From a fundamental perspective, CBI is beautiful, as I said before. No revenue slowdowns or balance sheet issues. And from a technical perspective, the setup looks solid.

Here's a recent chart of CBI, which shows what I mean from a technical perspective.

Over the past several months, the stock has been been bumping up against a price "support" of around $37. "Support" is an indicator telling us the lowest price at which investors are willing to sell the stock.

Price floors give us a safe range to peg down a safe purchase price for the shares of a company or fund.

I've indicated that price floor with a red line here. As you can see, when the price did temporarily go below that area, investors were willing to jump back into the stock and buy, causing the price to rebound. And subsequently, anytime we've seen the stock price approaching this area, the same has occurred twice--even as recently as the last week.

Right now, CBI is trading around $39.10. Here's what we'll do to make a killing in just one month's time.

I'm willing to buy 100 shares of CBI right now, and sell a January 22 $40 call option against those shares. Right now, I'll get $1.25 per share for the option, for a total of $125. 

Here's what this means for the investment. Selling the covered call option means I buy 100 shares of CBI at $39.10 today and if the stock is trading above $40 on January 22, I'll be obligated to sell the shares for $40, earning $.90 per share, or $90 in returns, plus the $125.

Taking into account the capital gains and options premiums I collected, minus commissions on a standard brokerage account, I could net up to about $174.28 on this trade on a $3910 obligation in 30 days, or 4.43% in just 30 days. On an annualized basis, that's an astounding 52.2%.

That's why I'm giddy!

The option premium of $1.25 per share lowers our cost basis on the stock to $37.66, meaning by entering this trade today, I'm actually taking on less risk than if I simply bought shares of CBI outright at $39.10, because the price of shares can decrease by 3.7% from today's price before I even begin to lose money.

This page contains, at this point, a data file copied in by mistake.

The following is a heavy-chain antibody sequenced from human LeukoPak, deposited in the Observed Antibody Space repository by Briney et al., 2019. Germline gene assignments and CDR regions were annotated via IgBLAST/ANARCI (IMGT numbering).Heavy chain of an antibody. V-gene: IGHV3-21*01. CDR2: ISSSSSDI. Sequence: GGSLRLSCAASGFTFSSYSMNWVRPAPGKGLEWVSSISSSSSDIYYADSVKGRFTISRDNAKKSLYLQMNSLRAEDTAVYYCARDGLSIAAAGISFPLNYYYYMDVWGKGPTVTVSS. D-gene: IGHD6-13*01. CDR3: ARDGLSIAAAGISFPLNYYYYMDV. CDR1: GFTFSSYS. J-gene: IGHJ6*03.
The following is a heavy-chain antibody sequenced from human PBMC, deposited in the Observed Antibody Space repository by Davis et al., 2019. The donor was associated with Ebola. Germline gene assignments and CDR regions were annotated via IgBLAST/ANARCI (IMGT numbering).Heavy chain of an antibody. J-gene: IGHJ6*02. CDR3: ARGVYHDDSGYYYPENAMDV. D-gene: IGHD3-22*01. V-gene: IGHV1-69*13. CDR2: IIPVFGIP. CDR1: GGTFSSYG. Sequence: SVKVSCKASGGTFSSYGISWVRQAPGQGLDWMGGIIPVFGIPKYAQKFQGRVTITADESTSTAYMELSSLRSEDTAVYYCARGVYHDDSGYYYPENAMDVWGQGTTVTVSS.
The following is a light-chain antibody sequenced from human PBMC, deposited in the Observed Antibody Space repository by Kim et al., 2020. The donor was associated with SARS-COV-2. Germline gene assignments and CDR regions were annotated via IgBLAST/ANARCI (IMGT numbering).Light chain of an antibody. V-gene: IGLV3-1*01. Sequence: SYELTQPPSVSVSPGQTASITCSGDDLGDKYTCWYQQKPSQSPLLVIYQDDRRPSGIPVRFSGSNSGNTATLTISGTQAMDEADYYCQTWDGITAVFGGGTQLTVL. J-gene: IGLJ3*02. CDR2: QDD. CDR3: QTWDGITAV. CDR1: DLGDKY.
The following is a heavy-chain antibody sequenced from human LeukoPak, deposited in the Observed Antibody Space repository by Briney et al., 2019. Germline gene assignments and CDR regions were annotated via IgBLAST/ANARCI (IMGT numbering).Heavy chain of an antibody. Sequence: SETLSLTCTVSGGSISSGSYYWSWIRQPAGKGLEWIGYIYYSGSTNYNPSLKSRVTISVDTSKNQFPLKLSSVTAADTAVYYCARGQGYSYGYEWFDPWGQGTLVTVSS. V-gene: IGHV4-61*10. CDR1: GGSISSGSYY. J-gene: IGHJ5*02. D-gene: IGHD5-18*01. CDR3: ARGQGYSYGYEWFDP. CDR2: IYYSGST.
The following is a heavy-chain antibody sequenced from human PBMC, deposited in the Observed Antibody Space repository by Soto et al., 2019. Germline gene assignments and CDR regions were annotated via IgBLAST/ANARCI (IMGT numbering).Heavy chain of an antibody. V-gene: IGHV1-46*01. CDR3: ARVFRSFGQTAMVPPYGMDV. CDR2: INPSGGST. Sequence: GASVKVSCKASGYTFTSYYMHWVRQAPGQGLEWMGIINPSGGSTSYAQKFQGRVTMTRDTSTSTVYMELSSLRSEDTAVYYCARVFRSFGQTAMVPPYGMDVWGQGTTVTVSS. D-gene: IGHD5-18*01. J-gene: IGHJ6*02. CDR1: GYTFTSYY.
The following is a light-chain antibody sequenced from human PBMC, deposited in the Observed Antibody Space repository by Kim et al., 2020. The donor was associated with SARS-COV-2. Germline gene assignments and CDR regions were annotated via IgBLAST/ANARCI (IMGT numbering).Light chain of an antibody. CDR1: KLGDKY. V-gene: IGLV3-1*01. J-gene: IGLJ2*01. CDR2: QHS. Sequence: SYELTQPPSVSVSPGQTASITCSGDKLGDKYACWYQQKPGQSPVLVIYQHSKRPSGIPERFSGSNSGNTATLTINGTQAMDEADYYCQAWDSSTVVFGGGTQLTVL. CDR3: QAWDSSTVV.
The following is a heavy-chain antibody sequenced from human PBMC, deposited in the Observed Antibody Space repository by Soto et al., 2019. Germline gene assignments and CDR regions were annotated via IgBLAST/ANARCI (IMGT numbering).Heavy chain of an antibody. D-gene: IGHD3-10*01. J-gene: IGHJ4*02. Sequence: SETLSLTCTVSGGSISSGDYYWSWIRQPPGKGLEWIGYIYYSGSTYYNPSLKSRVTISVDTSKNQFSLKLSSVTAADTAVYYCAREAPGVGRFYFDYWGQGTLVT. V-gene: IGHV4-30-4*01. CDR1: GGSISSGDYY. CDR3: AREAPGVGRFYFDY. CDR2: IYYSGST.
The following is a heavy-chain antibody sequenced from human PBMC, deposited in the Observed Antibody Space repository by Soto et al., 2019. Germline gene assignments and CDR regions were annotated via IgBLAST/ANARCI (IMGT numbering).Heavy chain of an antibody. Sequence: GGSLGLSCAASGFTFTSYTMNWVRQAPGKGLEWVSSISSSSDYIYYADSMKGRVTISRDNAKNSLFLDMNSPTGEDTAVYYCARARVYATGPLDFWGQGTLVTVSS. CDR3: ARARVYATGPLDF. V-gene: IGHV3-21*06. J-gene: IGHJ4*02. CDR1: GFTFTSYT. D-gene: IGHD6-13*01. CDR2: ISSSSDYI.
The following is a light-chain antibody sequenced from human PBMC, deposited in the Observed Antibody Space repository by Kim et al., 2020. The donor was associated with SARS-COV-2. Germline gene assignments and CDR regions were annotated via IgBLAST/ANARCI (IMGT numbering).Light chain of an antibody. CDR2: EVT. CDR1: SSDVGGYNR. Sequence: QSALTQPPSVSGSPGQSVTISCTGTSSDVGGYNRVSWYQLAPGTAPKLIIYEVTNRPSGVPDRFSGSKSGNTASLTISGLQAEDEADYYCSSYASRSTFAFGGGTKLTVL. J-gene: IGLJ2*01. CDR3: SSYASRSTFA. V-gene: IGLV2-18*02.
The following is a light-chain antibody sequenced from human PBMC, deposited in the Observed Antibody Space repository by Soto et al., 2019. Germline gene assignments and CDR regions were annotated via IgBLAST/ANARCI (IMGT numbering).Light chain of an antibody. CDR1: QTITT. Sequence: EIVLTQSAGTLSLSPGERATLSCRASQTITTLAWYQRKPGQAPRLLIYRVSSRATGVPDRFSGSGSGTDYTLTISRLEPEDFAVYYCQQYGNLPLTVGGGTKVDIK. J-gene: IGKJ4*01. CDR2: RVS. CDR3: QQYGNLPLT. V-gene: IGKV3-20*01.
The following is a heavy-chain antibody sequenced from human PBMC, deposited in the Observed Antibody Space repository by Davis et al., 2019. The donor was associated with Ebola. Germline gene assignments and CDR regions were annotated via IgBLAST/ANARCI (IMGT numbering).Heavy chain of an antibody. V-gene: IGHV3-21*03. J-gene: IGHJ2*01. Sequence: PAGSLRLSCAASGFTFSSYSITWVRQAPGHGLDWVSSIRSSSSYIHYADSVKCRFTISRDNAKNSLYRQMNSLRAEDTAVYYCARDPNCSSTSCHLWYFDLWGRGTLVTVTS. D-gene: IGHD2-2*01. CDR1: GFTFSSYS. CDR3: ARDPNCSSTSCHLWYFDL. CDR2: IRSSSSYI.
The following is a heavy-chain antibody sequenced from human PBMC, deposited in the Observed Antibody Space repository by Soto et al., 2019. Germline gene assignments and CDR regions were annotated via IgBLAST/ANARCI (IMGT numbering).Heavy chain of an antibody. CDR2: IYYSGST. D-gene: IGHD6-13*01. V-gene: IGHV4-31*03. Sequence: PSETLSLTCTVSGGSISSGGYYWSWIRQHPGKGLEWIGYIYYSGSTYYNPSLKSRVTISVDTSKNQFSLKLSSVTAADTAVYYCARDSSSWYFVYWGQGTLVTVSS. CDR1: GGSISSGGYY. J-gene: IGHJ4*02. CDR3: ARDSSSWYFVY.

If CBI is trading for less than $40, I have no obligation, I keep the $125, make 2.65% in one month (31.23% annualized), and next month I can either dispose of my shares at whatever the price is at that time, or I can sell another option against the shares for even more income--the more likely alternative.


It's important to understand opportunity cost when selling call options against shares of stock we own.

What I mean is, you have to understand that if CBI is trading above $40, we're giving up any amount of money we would have made by simply buying the stock by itself. It's completely possible the shares could make it all the way back up to $43 or $44, which is the current "resistance", or price ceiling for the stock, in which case I'd be forfeiting almost $2.75 per share, or $275 in additional gains.

Something similar happened to me several months ago with Intel, Inc. I made over 2% in one month by selling covered call options, but the stock appreciated substantially over one month's time, and I forfeited 10% in gains on the stock.

I don't worry too much about this, because of the "bird in the hand" principle.

No one can predict with an surety whether the future of a company's stock price is going to be rosy, or chaotic. So, instead of making predictions, I take calculated risks.

I'd rather guarantee at least the 2.65% gain over the next month which I get by selling the call option (the bird in the hand), than to sit back and hope that the stock appreciates by a few extra percent (the two birds in the bush, which I haven't caught). Sitting with that extra gain in my pocket, while the rest of the market tanks, would make me downright giddy.

Gains we have in hand are worth more than gains we are hoping for. But opportunity cost is the price we pay for growing our wealth little by little, in which process we win financial freedom in the long run.

If you have any further questions about how any of this works, drop me a line at thevillageid-vestor@gmail.com.

Live long and invest,